‘BOWIE: Stardust, Rayguns, & Moonage Daydreams’ by Michael Allred Perfectly Melds Comics and Rock & Roll

I grew up on rock and roll and comic books.

It sounds like a lyric, right? Maybe it is because my experience certainly wasn’t a solo one. Often times, those loves would intersect, like with Rock and Roll Comics, published by Revolutionary Comics in the early 1990s. The black and white books were totally unauthorised histories of some of the most prominent artists in music – the Rolling Stones and ACDC, the Grateful Dead and Bon Jovi; The Beatles and Pink Floyd even had mini-series devoted to their tales. The art was decent if not spectacular, but the histories contained were reasonably accurate, at least for the time.  In the ensuing decades, the merger of the two mediums has only gotten stronger, with visual artists putting out volumes of higher quality devoted to legends like Bob Dylan and Johnny Cash. For me, though, no combination has proved more exciting, more perfect than the story of David Bowie and the artistry of Mike Allred.

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I love David Bowie. I’m a fan of all of his work, though later albums like Black Tie, White Noise, Outside and Earthling have special places in my heart – those were the ones I came in on. I saw Bowie in concert three times – one with two thousand others in a sweat-drenched club on the Earthling tour; once on the Area 2 tour, where I leaned on the stage and watched a master at play right before my eyes; and on his final tour, in an arena, performing songs from throughout his career. A new Bowie record was a day and day listen for me, to hear what he’d come up now, and see how he’d ch-ch-changed his game. His final offering, Blackstar, remains on rotation here. I have a Blackstar tattoo on my arm, which I got a week or two following his passing.

And then there’s Mike Allred. I love Mike Allred’s work, but I’d be lying if I didn’t admit I came to it probably later than most. It wasn’t with Madman, his revered creator-owned character, but with the massive gigantic X-Statix Omnibus from Marvel that collected the various mutant series Allred worked on with writer Peter Milligan. Allred has this uncanny ability in his art to combine cartoon and real life. I won’t dwell on trying to describe his talents, other than to say you instantly know when you’re looking at a Mike Allred illustration. Along with his comic book art, I think my favourite piece by Allred was his cover for The Monkees’ Christmas Party album. He even made the video for ‘Unwrap You At Christmas’.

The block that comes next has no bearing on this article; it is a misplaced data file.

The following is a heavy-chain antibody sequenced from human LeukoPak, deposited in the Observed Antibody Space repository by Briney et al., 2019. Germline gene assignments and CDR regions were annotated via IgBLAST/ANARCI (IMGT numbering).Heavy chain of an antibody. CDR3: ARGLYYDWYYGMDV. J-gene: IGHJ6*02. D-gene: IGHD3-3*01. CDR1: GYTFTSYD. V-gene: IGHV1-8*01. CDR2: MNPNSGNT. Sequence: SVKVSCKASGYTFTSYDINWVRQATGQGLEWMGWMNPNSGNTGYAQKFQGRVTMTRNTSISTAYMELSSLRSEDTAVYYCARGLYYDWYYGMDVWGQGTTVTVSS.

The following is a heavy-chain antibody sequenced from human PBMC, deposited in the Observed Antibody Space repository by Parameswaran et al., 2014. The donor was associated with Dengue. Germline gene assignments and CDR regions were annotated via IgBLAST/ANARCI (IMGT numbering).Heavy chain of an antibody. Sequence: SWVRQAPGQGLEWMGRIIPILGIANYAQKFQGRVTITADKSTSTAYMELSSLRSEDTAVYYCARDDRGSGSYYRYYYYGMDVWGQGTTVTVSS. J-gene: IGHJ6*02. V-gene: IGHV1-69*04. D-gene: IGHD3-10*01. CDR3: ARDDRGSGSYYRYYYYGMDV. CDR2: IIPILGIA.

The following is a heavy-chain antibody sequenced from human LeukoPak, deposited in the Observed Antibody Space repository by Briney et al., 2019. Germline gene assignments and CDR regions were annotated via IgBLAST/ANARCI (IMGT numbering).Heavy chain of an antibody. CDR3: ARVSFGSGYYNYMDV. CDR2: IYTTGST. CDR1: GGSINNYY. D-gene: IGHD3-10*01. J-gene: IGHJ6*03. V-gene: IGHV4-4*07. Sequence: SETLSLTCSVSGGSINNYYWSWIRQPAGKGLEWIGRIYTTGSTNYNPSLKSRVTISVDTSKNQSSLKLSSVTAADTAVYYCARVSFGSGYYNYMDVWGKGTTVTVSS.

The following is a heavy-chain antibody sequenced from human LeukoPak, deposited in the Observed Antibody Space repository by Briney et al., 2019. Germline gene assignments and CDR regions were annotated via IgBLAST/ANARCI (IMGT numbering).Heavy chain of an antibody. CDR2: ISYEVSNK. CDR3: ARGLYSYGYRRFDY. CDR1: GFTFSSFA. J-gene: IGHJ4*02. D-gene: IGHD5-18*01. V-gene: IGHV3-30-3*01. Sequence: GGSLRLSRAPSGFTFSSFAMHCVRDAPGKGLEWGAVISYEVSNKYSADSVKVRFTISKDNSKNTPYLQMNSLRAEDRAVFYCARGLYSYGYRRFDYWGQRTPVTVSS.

As you can imagine, Allred’s BOWIE: Stardust, Rayguns & Moonage Daydreams is an absolute dream come true for me. In this gorgeous hardcover graphic novel, Allred (credited here as Michael) and his co “Screenwriter” Steve Horton and “Technicolor Cinematographer” Laura Allred trace Bowie’s career from his earliest days as an aspiring folkie through to his Ziggy Stardust period alongside the Spider From Mars. Along the way, we watch Bowie as he encounters some of the brightest rock stars of the era, as Allred puts his distinctive illustrative touch to icons like Freddie Mercury, Alice Cooper and Lou Reed.

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Allred’s work, to my eyes, has always possessed a healthy dose of psychedelia to it – the colours, the faces – and here in BOWIE it all comes together in the trippiest graphic novel this side of Jack Kirby’s classic Fantastic Four and Fourth World tales. While the book itself only focuses on less than a decade of David Bowie’s inspiring career, that’s probably a good thing, as the story never loses its focus. Had Allred and company aspired to do Bowie’s entire life, well, we’d probably still be waiting for that particular book. However, Allred does feature a few pages I’d consider a wrap-up, focusing on images of post- Ziggy Bowie, and there’s where some of my favourites instances sit (the Twin Peaks cameos are the highlights there). Really though, every page of BOWIE is poster-worthy.

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As I said earlier, there have been other books that meld comics with rock and roll. None of them, though, have done it so seamlessly and so attractively as BOWIE: Stardust, Rayguns & Moonage Daydreams does. For fans of David Bowie, Mike Allred, rock and roll, comics and art, this is a must-have purchase.

BOWIE: Stardust, Rayguns & Moonage Daydreams is out January 7th, 2020 from Insight Comics. You can pre-order it here.

2 Replies to “‘BOWIE: Stardust, Rayguns, & Moonage Daydreams’ by Michael Allred Perfectly Melds Comics and Rock & Roll”

  1. Great review Andy. Such a pleasure to read how my first friend in life has brought so much joy through the art that has been central to so much of his art. I assume you know about Mike’s first graphic novel, “Dead Air.” Nowhere did rock music fuse with his graphic abilities more than becoming a disk jockey at an AM Rock Radio station. I was his friend, trainer, and program director. So proud of his amazing body of work. So thankful people like you take note.

    – Eric Worden
    WNOB 93.7 “BOB-FM” Norfolk, Va.
    Pop-Up Radio Podcast

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